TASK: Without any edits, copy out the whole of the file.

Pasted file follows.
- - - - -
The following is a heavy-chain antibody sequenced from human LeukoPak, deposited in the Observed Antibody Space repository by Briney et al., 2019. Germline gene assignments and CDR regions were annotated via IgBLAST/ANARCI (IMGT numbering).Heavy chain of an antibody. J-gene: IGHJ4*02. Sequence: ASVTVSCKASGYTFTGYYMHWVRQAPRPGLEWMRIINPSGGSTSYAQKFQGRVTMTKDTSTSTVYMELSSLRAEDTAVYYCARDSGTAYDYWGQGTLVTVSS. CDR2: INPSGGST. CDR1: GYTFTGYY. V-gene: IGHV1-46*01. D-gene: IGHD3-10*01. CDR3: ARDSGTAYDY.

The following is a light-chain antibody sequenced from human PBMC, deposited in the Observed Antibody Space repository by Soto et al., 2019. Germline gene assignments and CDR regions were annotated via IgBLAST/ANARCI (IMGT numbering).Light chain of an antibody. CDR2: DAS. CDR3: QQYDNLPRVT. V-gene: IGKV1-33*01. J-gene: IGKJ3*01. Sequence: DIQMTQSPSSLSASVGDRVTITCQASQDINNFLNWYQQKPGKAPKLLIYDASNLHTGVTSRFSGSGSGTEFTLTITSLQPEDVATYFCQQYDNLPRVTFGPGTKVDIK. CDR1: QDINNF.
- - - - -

The following is a heavy-chain antibody sequenced from human LeukoPak, deposited in the Observed Antibody Space repository by Briney et al., 2019. Germline gene assignments and CDR regions were annotated via IgBLAST/ANARCI (IMGT numbering).Heavy chain of an antibody. J-gene: IGHJ4*02. Sequence: ASVTVSCKASGYTFTGYYMHWVRQAPRPGLEWMRIINPSGGSTSYAQKFQGRVTMTKDTSTSTVYMELSSLRAEDTAVYYCARDSGTAYDYWGQGTLVTVSS. CDR2: INPSGGST. CDR1: GYTFTGYY. V-gene: IGHV1-46*01. D-gene: IGHD3-10*01. CDR3: ARDSGTAYDY.

The following is a light-chain antibody sequenced from human PBMC, deposited in the Observed Antibody Space repository by Soto et al., 2019. Germline gene assignments and CDR regions were annotated via IgBLAST/ANARCI (IMGT numbering).Light chain of an antibody. CDR2: DAS. CDR3: QQYDNLPRVT. V-gene: IGKV1-33*01. J-gene: IGKJ3*01. Sequence: DIQMTQSPSSLSASVGDRVTITCQASQDINNFLNWYQQKPGKAPKLLIYDASNLHTGVTSRFSGSGSGTEFTLTITSLQPEDVATYFCQQYDNLPRVTFGPGTKVDIK. CDR1: QDINNF.